AND I was not disagreeing. Just because I say what someone else says does not say I am disagreeing. Any disagreement I have is stated where-ever but only on some specifics, like I suggested reading is 90% of the bandwidth usage where storj are writing as if churn is almost all and erasure codes is ever so much less. But if reading is 75 or 80 or 90% then churn is miniscule compared to the reading bandwidth.
It is really because you do not know which blocks exist, you may need a parity block to make up the file and therefore have to either try 4 and wait (if any of these 4 are missing, which is why you have erasure codes in the first place) and then get a parity block or more or just ask for more to start with. So you could ask for just 4 and if none were missing then both schemes are equal, but you have erasure as you think some could be missing, so you need to get more pieces.
Yes, I see what you are saying here (which is beyond the typical EC pattern, which is great to see), but I think we still have issues.
- It will expose the whole file (the minimap is the whole file I think?)
- The single vault holding the block will go offline, so another vault will need to get the other parts and recreate that one. This is a double bad as we a: never trust a single vault and b: cannot trust a single vault will rebuild the file. We cannot trust a single vault even has recreated the block and gave it to the new holder, so that needs a few RPC’s to ack to the group or similar.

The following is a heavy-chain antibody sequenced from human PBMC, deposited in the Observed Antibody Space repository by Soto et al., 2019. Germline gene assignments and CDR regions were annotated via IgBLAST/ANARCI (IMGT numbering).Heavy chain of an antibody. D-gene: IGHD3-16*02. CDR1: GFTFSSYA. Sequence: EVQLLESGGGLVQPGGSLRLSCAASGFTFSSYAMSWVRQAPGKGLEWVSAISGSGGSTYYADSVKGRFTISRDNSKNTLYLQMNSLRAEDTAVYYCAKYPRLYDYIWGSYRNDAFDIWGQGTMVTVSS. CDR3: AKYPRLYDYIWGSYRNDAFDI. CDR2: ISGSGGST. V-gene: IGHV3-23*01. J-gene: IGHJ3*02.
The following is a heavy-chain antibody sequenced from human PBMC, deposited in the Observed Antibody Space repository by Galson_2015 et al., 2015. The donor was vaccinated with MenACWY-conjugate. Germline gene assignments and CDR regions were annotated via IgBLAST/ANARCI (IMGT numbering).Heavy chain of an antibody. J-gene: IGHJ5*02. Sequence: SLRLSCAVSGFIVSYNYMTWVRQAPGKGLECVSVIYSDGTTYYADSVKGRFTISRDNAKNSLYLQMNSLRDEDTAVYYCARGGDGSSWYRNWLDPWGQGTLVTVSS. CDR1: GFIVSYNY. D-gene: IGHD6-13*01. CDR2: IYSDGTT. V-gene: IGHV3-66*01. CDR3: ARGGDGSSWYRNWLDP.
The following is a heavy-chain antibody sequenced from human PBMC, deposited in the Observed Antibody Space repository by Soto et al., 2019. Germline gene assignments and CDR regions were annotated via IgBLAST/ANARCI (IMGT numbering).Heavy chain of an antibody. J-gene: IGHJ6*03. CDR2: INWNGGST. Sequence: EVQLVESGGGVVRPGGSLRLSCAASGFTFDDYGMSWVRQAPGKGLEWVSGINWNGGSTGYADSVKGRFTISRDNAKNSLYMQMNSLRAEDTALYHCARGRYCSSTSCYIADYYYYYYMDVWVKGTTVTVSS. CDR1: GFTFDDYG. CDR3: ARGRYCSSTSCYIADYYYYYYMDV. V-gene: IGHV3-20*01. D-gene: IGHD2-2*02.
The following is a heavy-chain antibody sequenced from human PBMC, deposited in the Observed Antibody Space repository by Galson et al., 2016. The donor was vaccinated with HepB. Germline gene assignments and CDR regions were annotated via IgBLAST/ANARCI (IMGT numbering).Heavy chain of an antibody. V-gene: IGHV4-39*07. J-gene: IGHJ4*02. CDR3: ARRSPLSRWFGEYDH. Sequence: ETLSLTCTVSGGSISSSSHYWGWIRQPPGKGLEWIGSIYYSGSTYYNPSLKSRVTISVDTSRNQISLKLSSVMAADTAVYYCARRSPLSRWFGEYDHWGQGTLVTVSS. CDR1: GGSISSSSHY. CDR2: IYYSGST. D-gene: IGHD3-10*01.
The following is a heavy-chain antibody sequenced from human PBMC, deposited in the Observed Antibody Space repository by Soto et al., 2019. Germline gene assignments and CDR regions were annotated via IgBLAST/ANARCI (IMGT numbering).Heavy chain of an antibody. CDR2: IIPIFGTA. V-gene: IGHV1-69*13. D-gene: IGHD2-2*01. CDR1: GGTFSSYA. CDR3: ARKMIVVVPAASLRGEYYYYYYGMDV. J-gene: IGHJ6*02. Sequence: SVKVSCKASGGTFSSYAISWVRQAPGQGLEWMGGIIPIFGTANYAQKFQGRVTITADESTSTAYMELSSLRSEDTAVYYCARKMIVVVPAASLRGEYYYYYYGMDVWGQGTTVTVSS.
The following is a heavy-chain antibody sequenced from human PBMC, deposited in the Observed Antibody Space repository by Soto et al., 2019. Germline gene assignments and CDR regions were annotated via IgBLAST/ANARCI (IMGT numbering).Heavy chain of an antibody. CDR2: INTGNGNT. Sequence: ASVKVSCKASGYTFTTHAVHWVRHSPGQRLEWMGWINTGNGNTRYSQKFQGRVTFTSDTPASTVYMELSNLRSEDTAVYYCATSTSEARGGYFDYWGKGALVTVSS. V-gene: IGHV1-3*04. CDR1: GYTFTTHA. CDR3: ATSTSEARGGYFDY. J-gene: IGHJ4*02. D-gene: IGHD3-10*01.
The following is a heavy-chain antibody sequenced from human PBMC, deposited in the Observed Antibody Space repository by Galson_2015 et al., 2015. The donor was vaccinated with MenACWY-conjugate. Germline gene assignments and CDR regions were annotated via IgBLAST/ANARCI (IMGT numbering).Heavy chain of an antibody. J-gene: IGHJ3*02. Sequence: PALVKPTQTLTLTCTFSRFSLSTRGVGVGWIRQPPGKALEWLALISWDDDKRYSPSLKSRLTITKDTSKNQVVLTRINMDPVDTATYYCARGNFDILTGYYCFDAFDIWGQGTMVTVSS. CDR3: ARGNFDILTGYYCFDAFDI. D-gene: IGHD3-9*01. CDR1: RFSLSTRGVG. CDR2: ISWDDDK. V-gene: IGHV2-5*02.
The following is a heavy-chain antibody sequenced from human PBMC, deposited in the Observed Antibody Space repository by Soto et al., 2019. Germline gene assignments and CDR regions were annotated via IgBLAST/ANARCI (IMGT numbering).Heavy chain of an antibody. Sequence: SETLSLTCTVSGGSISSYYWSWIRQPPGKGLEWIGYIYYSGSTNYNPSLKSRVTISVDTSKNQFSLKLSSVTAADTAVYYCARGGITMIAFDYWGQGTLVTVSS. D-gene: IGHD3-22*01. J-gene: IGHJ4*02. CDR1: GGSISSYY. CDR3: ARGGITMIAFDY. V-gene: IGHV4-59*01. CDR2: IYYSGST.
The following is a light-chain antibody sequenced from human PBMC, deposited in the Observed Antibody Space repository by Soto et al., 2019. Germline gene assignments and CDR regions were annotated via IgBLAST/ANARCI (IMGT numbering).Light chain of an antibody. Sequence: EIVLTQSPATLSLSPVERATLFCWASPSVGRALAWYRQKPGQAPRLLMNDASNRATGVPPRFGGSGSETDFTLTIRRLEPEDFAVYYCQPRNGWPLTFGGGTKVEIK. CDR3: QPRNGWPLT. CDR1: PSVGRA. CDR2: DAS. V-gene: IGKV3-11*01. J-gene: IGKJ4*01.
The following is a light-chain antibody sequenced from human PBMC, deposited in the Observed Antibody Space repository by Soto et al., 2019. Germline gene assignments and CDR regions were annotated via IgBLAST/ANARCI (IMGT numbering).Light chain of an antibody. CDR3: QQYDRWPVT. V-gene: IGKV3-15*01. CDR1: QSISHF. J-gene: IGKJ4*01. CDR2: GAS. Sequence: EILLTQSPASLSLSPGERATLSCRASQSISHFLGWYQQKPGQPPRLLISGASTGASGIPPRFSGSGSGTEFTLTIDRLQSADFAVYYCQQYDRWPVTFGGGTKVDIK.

You could have vaults recreate the missing chunk, agree on who should keep it and ask the vault selected to ack back to the whole section it got it from the one we decided should give it. It might be a bit more complex, but when this is all happening some client could have asked for the chunk and will need to go elsewhere or we tell him to wait etc. (more bandwidth, slower response etc.).
I see what you are looking at here, but I am not sure it buys anything more than potentially saving space (which is good btw) but I think (I need to write the process in detail) at either the cost of bandwidth and/or possible time lags. The vaults will have to hold maps of minimaps -> holders of the data as well. Then means when a node goes offline with a lot of blocks gone then the section needs a pattern to get those other blocks and recreate those files to get new blocks to store on new vaults and update those maps, possibly while a client is asking for the blocks. So we might need a wait RPC or reply fail, try another block etc. I suspect there are a few more things to consider here though, but I do need to think more.